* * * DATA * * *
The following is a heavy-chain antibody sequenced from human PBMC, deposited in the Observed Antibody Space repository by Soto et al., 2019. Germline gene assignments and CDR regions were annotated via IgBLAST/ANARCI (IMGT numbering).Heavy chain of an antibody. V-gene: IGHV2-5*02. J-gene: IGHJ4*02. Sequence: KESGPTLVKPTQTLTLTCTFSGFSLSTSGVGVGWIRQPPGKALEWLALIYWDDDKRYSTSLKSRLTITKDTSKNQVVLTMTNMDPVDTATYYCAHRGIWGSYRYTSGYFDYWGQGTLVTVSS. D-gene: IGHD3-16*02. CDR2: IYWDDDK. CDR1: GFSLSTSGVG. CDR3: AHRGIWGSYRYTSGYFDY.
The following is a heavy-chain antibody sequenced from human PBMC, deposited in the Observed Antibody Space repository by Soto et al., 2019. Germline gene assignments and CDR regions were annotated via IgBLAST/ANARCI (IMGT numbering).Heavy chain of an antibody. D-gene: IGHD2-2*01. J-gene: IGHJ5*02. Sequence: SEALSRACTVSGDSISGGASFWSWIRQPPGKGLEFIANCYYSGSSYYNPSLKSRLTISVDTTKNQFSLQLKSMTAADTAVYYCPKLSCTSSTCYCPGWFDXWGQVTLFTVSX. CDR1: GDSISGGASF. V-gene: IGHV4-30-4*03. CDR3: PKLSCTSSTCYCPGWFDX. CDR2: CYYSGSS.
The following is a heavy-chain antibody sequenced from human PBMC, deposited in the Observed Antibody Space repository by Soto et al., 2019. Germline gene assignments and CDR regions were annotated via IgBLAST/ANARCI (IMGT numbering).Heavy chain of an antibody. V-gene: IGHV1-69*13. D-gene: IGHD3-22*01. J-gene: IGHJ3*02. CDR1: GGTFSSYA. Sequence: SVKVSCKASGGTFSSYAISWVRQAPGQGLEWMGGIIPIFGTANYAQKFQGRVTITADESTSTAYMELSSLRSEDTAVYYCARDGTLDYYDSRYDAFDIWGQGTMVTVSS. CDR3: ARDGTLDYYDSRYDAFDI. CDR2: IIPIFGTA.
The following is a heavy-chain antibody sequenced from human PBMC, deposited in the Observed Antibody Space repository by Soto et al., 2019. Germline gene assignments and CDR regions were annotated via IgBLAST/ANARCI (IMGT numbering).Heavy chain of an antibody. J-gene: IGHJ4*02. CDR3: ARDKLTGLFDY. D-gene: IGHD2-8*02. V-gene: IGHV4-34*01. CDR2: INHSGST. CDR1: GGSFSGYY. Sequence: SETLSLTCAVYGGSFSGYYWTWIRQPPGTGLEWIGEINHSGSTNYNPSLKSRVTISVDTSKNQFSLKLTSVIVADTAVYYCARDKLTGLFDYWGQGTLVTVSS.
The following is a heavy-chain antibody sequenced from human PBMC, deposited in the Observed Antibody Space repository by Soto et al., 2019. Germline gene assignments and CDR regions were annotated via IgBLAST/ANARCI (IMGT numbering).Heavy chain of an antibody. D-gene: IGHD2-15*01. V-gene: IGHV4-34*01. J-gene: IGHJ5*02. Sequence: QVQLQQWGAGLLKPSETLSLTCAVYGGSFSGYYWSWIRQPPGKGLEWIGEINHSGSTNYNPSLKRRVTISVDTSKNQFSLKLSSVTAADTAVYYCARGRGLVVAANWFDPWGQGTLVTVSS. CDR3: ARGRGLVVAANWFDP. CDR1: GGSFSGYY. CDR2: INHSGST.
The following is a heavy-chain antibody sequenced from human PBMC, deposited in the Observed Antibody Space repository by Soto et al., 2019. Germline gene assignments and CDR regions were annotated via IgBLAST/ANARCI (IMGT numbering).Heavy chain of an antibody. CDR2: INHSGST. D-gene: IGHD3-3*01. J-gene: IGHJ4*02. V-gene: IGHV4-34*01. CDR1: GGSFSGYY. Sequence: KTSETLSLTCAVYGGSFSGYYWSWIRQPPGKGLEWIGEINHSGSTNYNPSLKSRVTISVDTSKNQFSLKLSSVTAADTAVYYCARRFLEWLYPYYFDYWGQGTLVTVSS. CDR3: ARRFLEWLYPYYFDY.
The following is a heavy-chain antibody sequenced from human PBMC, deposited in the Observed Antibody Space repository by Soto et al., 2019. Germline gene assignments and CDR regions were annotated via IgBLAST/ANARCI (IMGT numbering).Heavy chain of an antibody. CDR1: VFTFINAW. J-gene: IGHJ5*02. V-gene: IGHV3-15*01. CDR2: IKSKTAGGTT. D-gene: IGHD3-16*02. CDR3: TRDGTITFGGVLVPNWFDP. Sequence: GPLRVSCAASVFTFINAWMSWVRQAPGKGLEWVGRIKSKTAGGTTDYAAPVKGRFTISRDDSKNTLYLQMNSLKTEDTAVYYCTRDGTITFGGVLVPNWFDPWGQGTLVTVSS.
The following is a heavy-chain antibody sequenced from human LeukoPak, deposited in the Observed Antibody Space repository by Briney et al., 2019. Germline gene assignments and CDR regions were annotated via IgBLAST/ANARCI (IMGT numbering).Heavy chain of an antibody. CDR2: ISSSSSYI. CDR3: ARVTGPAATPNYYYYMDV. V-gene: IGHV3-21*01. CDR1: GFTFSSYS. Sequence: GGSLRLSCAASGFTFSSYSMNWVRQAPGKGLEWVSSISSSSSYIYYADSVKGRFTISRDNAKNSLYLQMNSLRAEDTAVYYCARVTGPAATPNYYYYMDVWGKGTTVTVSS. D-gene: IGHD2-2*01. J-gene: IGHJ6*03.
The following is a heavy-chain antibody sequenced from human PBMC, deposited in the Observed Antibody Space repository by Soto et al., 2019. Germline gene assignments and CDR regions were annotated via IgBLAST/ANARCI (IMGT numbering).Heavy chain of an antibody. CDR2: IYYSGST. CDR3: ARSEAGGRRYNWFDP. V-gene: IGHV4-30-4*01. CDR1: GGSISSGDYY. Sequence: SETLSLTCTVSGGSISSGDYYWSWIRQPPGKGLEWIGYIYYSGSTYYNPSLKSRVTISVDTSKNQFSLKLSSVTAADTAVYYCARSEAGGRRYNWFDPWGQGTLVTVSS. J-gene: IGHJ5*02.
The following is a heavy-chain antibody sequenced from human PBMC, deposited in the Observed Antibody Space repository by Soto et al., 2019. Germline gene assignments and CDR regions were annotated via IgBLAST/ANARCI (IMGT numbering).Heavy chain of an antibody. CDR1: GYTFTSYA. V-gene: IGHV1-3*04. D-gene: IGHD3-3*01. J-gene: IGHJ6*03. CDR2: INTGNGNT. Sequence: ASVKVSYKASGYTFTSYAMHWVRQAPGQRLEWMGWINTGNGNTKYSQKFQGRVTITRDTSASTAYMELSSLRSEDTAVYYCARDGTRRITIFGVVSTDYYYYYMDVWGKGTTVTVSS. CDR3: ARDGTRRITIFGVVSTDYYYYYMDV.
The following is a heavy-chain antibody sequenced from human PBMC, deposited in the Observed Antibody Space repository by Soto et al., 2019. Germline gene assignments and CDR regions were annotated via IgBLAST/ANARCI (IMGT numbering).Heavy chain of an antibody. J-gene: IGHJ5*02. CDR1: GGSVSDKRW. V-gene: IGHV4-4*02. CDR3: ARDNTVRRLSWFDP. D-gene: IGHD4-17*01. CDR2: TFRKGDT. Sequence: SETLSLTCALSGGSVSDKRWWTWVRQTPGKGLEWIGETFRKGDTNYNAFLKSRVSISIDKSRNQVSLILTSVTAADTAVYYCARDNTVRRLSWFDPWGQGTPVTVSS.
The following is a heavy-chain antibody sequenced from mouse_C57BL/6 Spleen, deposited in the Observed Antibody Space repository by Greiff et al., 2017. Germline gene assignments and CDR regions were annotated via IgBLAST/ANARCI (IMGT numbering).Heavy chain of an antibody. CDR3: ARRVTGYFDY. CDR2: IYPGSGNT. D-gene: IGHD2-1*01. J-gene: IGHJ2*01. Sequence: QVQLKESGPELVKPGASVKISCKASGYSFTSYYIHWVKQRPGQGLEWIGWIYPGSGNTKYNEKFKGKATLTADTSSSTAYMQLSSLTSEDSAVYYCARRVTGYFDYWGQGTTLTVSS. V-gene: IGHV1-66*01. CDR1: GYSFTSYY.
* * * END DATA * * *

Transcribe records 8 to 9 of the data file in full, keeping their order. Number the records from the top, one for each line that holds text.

The following is a heavy-chain antibody sequenced from human LeukoPak, deposited in the Observed Antibody Space repository by Briney et al., 2019. Germline gene assignments and CDR regions were annotated via IgBLAST/ANARCI (IMGT numbering).Heavy chain of an antibody. CDR2: ISSSSSYI. CDR3: ARVTGPAATPNYYYYMDV. V-gene: IGHV3-21*01. CDR1: GFTFSSYS. Sequence: GGSLRLSCAASGFTFSSYSMNWVRQAPGKGLEWVSSISSSSSYIYYADSVKGRFTISRDNAKNSLYLQMNSLRAEDTAVYYCARVTGPAATPNYYYYMDVWGKGTTVTVSS. D-gene: IGHD2-2*01. J-gene: IGHJ6*03.
The following is a heavy-chain antibody sequenced from human PBMC, deposited in the Observed Antibody Space repository by Soto et al., 2019. Germline gene assignments and CDR regions were annotated via IgBLAST/ANARCI (IMGT numbering).Heavy chain of an antibody. CDR2: IYYSGST. CDR3: ARSEAGGRRYNWFDP. V-gene: IGHV4-30-4*01. CDR1: GGSISSGDYY. Sequence: SETLSLTCTVSGGSISSGDYYWSWIRQPPGKGLEWIGYIYYSGSTYYNPSLKSRVTISVDTSKNQFSLKLSSVTAADTAVYYCARSEAGGRRYNWFDPWGQGTLVTVSS. J-gene: IGHJ5*02.